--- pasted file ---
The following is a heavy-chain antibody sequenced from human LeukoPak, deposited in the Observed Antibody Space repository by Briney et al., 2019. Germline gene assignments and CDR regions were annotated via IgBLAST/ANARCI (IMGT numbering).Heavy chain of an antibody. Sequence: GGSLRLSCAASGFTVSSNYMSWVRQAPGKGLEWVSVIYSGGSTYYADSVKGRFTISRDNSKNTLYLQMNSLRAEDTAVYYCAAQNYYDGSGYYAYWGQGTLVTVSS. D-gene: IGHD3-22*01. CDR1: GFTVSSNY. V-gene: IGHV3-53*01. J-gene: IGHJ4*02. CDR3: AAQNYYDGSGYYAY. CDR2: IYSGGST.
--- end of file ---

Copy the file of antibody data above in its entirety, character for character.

The following is a heavy-chain antibody sequenced from human LeukoPak, deposited in the Observed Antibody Space repository by Briney et al., 2019. Germline gene assignments and CDR regions were annotated via IgBLAST/ANARCI (IMGT numbering).Heavy chain of an antibody. Sequence: GGSLRLSCAASGFTVSSNYMSWVRQAPGKGLEWVSVIYSGGSTYYADSVKGRFTISRDNSKNTLYLQMNSLRAEDTAVYYCAAQNYYDGSGYYAYWGQGTLVTVSS. D-gene: IGHD3-22*01. CDR1: GFTVSSNY. V-gene: IGHV3-53*01. J-gene: IGHJ4*02. CDR3: AAQNYYDGSGYYAY. CDR2: IYSGGST.